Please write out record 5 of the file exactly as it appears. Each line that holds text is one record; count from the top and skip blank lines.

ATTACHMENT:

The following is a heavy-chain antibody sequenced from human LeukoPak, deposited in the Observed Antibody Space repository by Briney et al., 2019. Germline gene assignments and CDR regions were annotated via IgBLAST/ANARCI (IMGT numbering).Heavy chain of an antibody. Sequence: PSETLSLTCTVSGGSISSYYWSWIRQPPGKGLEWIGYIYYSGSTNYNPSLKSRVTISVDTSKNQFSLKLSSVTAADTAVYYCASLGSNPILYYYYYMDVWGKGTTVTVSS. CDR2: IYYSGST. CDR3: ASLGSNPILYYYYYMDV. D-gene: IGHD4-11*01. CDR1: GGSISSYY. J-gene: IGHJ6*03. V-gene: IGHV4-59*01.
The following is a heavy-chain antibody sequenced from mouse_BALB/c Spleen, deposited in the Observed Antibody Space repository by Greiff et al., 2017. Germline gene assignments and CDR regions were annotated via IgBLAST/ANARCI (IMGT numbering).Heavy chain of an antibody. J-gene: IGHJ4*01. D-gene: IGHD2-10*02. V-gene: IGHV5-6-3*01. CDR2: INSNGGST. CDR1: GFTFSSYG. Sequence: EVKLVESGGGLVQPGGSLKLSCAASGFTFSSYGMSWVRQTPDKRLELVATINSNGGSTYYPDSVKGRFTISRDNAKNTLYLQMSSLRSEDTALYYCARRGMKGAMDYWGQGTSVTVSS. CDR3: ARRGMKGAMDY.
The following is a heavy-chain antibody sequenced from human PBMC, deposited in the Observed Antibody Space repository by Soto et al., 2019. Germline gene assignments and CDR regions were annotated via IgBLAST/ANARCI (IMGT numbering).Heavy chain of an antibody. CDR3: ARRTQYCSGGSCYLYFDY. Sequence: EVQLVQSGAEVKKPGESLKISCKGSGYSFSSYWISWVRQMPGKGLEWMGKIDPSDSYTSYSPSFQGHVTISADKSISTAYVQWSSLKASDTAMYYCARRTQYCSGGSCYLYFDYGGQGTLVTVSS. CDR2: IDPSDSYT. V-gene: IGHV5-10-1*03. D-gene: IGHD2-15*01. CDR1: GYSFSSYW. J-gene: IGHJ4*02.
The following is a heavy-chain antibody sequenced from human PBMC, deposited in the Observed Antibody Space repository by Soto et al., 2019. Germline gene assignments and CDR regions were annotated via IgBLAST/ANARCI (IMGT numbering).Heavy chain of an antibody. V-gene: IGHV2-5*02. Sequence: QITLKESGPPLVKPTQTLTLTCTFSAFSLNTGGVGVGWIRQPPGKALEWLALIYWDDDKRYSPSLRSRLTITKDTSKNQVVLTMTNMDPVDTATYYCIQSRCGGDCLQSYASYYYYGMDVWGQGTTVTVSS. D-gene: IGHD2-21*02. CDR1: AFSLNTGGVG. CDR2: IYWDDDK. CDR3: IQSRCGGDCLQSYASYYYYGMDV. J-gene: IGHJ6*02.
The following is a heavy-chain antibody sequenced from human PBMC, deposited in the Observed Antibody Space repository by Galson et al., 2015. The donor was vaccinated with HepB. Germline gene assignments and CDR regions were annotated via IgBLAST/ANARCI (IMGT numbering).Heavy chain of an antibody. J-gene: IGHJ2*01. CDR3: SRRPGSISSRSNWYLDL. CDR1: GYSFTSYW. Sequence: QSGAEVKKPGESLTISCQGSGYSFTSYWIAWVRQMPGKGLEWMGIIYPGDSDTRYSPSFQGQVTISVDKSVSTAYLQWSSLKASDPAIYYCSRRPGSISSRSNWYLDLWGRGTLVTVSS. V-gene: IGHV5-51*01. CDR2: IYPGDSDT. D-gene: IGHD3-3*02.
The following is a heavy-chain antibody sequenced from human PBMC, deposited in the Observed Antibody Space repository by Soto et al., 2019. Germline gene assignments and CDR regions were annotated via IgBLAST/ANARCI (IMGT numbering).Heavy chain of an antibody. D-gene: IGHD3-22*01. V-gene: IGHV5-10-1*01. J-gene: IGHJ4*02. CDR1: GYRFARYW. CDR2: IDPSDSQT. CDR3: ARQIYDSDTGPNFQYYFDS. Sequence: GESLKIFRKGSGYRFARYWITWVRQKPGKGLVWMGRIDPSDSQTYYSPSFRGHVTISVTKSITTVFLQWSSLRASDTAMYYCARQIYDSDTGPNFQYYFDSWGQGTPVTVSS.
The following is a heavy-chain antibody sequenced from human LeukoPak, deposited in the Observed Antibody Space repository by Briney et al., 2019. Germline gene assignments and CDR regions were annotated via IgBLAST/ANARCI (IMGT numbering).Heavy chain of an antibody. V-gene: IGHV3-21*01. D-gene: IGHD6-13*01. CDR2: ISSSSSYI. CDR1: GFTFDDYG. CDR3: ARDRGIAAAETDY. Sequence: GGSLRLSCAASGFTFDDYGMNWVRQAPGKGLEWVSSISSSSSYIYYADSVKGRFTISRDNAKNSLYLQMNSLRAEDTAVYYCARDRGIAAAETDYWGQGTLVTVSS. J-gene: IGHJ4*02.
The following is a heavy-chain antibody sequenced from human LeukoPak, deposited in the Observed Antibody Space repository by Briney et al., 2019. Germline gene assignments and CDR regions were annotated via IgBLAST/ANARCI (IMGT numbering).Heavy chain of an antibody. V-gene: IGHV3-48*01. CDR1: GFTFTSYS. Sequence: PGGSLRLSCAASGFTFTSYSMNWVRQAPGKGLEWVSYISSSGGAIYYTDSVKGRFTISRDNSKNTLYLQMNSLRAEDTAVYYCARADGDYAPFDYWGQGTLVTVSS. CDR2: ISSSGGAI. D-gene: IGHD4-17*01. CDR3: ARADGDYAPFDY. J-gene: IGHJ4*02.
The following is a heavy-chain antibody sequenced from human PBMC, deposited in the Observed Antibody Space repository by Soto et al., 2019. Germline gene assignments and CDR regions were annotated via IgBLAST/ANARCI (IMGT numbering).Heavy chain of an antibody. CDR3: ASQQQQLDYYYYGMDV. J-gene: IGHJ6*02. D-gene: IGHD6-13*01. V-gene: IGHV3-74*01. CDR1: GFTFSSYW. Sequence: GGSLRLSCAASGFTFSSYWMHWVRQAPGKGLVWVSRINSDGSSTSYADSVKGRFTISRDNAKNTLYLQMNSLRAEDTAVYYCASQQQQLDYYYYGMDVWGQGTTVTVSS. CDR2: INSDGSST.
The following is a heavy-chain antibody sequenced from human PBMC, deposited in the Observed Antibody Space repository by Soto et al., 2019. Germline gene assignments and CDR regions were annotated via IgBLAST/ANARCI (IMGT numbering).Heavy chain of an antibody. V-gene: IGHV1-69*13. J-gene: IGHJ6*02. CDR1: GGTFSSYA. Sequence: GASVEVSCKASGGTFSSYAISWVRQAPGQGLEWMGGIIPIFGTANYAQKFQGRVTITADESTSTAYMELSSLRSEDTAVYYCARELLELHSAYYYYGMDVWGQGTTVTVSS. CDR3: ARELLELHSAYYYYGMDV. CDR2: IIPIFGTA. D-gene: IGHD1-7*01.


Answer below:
The following is a heavy-chain antibody sequenced from human PBMC, deposited in the Observed Antibody Space repository by Galson et al., 2015. The donor was vaccinated with HepB. Germline gene assignments and CDR regions were annotated via IgBLAST/ANARCI (IMGT numbering).Heavy chain of an antibody. J-gene: IGHJ2*01. CDR3: SRRPGSISSRSNWYLDL. CDR1: GYSFTSYW. Sequence: QSGAEVKKPGESLTISCQGSGYSFTSYWIAWVRQMPGKGLEWMGIIYPGDSDTRYSPSFQGQVTISVDKSVSTAYLQWSSLKASDPAIYYCSRRPGSISSRSNWYLDLWGRGTLVTVSS. V-gene: IGHV5-51*01. CDR2: IYPGDSDT. D-gene: IGHD3-3*02.